America. Loved, hated, admired and feared – the USA has long been a land of discovery and contradiction. In a week when the country has been struggling with natural disaster and an election that once again revealed crippling divisions, it is appropriate that Young Magic and How To Dress Well come to Old Street’s XOYO – a timely reminder of the pain, fragility and at times brilliance of their native land.
Based in New York but hailing from Australia and Indonesia, Young Magic‘s transcendent set mirrors the melting pot of that great city. Incorporating elements of hip hop, shoegaze and African percussion, they pour forth a startlingly original barrage of complex and thrilling songs. The set consists of highlights from their recent debut album, Melt. If that record was intriguing, the band’s live set is immediate and rewarding. Isaac Emmanuel supplies waves of hypnotic electronic sound before joining Michael Italia’s drumming with a vigorously played drum machine. The subsequent dancing may be reminiscent of Thom Yorke, but the result is a deafeningly propulsive double drum assault. However the real revelation, not conveyed on record, is the vocal ability of Melati Malay. Vampiric and menacing, her ethereal wails sail over dreamily delivered raps, transforming songs such as Into the Air and epic closer Night In The Ocean into hauntingly beautiful and yearning classics.
If Young Magic represent the excitement and intensity of New York’s position as the world’s epicentre, How To Dress Well brings with him the uncertainty and fragility of a deeper and more complicated past. Opening with an unaccompanied rendition of How Many?, Tom Krell brings XOYO to an astonished silence. Armed with two microphones – one clean, one distorted – Krell’s endlessly affecting falsetto delivers a perfect blend of melancholy and hope. Since 2010’s debut album Love Remains, How To Dress Well has slowly but surely been building a critical and commercial fanbase of loyal supporters. Taking distorted vocals and looped beats, he has carved a niche that finds the union between lo-fi indie and R&B. More human than label mate Holy Other, and more hurt than The Weeknd, Krell’s music inhabits a unique position as familiar yet truly innovative.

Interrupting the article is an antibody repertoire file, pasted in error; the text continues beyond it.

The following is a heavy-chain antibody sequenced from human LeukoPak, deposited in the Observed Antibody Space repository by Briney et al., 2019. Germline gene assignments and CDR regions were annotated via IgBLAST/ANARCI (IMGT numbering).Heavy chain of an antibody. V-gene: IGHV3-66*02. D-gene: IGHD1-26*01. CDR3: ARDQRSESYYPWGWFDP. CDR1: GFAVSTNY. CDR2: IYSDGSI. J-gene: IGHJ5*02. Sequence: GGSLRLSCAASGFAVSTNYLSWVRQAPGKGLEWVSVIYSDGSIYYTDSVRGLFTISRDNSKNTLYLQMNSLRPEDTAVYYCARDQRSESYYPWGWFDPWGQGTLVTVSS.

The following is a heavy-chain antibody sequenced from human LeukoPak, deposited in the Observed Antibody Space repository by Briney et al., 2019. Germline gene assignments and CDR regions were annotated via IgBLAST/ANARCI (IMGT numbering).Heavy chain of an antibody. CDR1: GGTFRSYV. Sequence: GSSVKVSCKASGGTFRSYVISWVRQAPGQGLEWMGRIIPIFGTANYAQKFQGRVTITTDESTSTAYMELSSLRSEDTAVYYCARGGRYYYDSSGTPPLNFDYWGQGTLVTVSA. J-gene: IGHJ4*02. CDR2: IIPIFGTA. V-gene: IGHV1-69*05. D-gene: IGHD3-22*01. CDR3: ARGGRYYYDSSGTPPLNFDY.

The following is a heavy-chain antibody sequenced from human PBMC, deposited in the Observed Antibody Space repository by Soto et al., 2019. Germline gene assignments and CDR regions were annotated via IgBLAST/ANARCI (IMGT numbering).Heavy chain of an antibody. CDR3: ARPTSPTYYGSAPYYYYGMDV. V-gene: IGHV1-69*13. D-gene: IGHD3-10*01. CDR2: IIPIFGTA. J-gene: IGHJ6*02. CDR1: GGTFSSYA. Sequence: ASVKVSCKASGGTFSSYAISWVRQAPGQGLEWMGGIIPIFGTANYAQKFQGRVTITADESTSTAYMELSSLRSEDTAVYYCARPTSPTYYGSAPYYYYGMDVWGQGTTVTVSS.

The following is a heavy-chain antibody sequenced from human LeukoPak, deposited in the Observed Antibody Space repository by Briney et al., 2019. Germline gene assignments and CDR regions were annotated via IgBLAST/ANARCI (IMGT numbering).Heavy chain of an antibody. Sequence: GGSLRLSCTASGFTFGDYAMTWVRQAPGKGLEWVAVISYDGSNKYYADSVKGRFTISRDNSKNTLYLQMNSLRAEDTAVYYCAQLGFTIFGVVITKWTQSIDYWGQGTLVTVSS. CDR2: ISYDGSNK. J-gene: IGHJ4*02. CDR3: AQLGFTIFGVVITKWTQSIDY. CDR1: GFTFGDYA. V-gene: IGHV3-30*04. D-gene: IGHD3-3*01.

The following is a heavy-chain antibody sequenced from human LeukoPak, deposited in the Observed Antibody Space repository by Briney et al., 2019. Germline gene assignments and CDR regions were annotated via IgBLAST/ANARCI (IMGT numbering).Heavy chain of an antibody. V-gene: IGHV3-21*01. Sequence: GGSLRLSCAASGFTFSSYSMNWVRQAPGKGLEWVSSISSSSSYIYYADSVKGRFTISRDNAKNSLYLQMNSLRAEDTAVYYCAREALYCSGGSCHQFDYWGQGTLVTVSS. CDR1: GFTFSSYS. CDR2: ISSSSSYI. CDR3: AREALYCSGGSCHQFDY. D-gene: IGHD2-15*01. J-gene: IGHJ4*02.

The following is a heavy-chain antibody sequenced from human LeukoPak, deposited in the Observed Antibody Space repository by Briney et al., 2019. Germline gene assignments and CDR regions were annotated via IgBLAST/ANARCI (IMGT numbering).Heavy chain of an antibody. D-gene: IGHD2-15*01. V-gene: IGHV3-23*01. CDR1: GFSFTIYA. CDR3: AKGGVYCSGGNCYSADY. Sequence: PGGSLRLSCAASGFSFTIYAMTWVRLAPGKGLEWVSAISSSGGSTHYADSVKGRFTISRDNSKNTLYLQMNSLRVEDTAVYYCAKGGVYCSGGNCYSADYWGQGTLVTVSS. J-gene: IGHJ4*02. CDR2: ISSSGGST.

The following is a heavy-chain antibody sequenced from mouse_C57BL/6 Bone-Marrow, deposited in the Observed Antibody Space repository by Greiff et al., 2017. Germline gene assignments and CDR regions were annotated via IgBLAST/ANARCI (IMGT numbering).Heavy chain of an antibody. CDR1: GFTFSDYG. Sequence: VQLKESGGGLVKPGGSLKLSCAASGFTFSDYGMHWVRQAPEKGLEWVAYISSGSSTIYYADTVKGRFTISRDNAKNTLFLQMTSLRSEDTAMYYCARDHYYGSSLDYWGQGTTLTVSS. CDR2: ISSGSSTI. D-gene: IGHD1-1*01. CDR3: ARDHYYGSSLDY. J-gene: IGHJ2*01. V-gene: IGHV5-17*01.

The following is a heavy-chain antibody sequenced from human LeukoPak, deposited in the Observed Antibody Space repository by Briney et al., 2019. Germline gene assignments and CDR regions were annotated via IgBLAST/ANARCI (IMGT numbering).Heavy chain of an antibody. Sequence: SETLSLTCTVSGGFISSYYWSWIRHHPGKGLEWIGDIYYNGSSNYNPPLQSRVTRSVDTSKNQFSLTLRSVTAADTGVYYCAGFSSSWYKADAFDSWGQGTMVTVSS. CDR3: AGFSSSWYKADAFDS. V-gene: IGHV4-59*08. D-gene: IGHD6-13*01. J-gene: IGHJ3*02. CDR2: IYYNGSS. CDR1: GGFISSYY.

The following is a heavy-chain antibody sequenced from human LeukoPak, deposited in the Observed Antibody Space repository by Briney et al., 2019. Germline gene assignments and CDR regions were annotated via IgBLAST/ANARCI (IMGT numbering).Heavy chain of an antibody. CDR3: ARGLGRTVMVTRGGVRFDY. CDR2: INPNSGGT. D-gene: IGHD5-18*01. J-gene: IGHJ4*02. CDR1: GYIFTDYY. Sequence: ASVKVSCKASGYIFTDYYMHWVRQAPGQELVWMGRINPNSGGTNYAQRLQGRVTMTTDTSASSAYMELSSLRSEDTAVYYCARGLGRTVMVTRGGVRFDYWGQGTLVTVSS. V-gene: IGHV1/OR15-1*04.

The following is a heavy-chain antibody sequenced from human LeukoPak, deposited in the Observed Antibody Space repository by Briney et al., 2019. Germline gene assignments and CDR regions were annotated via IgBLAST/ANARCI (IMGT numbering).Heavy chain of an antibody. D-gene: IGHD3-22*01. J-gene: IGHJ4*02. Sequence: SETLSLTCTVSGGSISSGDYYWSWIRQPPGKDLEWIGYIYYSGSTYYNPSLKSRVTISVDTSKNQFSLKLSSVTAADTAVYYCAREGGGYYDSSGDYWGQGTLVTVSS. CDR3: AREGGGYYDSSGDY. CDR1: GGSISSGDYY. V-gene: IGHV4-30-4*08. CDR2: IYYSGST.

The studio versions of How To Dress Well’s songs are densely layered and atmospheric. In the flesh, however, Krell’s voice has a much more prominent position. Backed only by keyboards, violin and minimalist drum beats, he creates percussive sounds with sighs and suspirations, before unleashing his aching falsetto. & It Was U gets the audience dancing but it’s the slower songs that pack the strongest punch. Stripped of production, Krell’s lyrics are suddenly audible, revealing the emotional depths which these songs explore. Recent album, Total Loss, was written as a cathartic and therapeutic process to find closure after the break up of a relationship and the deaths of a best friend and uncle. The fleeting euphoria and despair of depression rise out of the lyrics and inspire hushed admiration. Themes of sadness and struggle heighten the power of highlights such as Suicide Dream 2 and Cold Nites. It culminates with the closing song, Set It Right – a towering anthem of a song, it features Krell listing the names of loved ones he has lost. When the chorus returns, loud and emphatic, it is a glorious victory for life over grief and a perfect way to close a sensational evening.
America may be in crisis, but its musical and creative heart is alive and kicking. If any was needed, this is proof that conflict, pain and turmoil are so often the source of the very best musical achievements.